Suspended Services: U.S. Embassy and Consulates During Pandemic
By Elizabeth M. Klarin, Eileen M. Martin
For Canadians, the E visa is a five-year visa, the longest temporary non-immigrant visa available, and it is for certain employees and owners of companies that are Canadian owned and either maintain substantial Canadian investment or substantial trade in goods or services. This visa has enjoyed great popularity in the past 10 years due to facilitation and speedy adjudication times. The dedicated team at the U.S. Consulate in Toronto has reflected an understanding that trade and investment are good for the United States and should be facilitated.
On March 20, 2020, the U.S. Consulate suspended interviews for E visa applicants. Though applicants have been permitted to schedule appointments, the appointments have repeatedly been pushed back and rescheduled. Since an interview is a mandatory step for first-time applicants and most repeat applicants, this has ground the process to a halt, with the exception of any who have been able to make a case for emergency processing. Hopefully, interviews will begin as scheduled later this month.
Similarly, immigrant visa interviews have been suspended. In April, President Donald Trump suspended issuance of most immigrant visas, and that suspension has been extended until the end of the year. The notable exceptions to the suspension are for spouses of U.S. citizens, and cases where the delay will result in a loss of eligibility within the designated class (for example, children who will age-out of eligibility if their green card application is not processed in a timely manner). However, even those who continue to qualify, who had, or were awaiting scheduled interviews continue to await word on interview dates, with no indication when immigrant visa services will resume for eligible individuals and families.
Another service that lies specifically within the purview of the U.S. Department of State is loss of U.S. citizenship. For over a decade, U.S. citizens living abroad have seen their tax filing obligations highlighted in the news and social media. This attention has resulted in many of them deciding to obtain certificates confirming their loss of (U.S.) nationality through renunciation or relinquishment. The timing of the interviews required for this process is important for tax filing purposes. U.S. citizens who requested interviews in 2020, and some in 2019, continue to await interview dates.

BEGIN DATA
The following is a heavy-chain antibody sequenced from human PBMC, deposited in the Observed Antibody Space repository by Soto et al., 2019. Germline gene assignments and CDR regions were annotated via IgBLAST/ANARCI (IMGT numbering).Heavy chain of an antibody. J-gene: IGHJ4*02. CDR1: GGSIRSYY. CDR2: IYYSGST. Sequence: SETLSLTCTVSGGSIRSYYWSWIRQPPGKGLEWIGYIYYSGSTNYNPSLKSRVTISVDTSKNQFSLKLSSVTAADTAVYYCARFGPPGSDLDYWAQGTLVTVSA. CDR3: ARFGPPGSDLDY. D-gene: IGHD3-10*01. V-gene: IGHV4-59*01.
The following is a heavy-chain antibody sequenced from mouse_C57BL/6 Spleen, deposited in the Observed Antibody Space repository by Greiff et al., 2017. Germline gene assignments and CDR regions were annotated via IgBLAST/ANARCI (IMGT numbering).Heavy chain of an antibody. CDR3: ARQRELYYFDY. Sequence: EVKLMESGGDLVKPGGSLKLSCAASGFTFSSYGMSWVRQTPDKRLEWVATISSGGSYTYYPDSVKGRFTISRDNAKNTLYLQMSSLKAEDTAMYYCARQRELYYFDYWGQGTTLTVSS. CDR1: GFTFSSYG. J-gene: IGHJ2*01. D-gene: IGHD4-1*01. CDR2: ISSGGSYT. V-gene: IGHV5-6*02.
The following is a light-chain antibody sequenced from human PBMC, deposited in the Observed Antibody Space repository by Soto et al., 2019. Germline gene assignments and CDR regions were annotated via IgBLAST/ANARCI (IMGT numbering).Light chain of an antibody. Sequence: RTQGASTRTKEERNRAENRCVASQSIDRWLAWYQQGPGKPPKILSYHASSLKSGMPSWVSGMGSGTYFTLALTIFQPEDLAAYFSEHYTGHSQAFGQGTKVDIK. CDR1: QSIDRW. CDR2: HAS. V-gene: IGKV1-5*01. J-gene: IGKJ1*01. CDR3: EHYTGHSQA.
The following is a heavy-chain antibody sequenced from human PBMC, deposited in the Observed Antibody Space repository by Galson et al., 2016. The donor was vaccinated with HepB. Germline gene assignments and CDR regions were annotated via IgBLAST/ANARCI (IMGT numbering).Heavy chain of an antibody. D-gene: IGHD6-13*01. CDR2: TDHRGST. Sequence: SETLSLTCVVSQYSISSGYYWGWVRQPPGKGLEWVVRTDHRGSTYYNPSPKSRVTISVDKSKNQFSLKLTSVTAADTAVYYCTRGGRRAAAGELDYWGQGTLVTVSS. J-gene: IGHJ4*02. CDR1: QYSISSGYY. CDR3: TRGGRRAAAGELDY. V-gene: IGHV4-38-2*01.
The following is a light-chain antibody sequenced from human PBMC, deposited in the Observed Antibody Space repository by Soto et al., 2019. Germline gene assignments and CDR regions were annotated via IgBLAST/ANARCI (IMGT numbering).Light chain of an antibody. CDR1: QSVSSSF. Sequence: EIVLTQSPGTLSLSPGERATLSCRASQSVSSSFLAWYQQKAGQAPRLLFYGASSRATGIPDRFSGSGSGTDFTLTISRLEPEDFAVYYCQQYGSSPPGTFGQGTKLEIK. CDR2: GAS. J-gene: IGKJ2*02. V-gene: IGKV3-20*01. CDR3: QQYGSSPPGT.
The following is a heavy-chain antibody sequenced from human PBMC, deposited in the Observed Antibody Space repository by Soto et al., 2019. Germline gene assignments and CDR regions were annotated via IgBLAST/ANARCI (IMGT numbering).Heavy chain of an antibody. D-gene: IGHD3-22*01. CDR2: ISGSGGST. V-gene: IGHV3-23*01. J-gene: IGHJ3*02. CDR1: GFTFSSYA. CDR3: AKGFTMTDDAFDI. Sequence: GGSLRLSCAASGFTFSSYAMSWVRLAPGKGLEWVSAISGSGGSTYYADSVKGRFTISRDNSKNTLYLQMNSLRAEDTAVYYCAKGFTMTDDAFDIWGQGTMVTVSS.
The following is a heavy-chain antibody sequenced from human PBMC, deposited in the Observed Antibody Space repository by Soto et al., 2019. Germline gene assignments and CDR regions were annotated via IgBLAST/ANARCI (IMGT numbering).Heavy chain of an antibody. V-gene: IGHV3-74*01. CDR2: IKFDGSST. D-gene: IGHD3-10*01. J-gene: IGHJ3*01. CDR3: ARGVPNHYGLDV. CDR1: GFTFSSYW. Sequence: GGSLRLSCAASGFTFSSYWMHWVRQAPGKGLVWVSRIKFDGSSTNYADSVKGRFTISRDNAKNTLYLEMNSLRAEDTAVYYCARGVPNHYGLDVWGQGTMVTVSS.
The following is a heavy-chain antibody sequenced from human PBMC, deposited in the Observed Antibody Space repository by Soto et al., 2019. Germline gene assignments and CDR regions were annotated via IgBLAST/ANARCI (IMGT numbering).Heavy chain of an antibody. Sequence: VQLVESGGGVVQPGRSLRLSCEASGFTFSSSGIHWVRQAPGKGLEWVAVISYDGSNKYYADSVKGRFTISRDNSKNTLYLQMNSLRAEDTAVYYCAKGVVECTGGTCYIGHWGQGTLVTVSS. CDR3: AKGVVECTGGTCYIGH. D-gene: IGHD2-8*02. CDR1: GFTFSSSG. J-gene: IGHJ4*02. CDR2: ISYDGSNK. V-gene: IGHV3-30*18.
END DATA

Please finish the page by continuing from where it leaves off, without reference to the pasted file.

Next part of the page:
Other important U.S. citizenship services such as obtaining U.S. passports or Consular Reports of Birth Abroad have been stalled, with reports of a potential restart sometime in August. No appointments can be made yet — limiting the time frame and/or purpose of entry for many U.S. citizens who lack proof of citizenship.
The pandemic has wreaked havoc for so many in so many ways, including along the U.S.-Canadian border. A return to processing benefits requests at the U.S. embassies and consulates throughout Canada will move North America closer to normalizing its activities and help economies on both sides of the border to recover faster, together. The many beneficiaries of consular and U.S. citizenship services look forward to the ability to schedule appointments, or notices that such appointments have been scheduled.
Eileen Martin is the immigration practice team leader at Lippes Mathias Wexler Friedman LLP. She has more than 20 years of experience in immigration law assisting clients from around the world with various matters, including work permits, employment-based immigration, port-of-entry issues, visa issuance, family-based immigration, immigrant and non-immigrant waivers and assessment of U.S. citizenship. Elizabeth Klarin, counsel with the firm, has more than 15 years of immigration experience assisting clients with the full spectrum of U.S. immigration matters. She represents clients from around the globe across virtually every industry, as well as individuals seeking strategic immigration options and solutions. Both work out of the firm’s offices in Buffalo, N.Y., and Burlington, Ont.
This article was originally published by The Lawyer’s Daily (www.thelawyersdaily.ca), part of LexisNexis Canada Inc.
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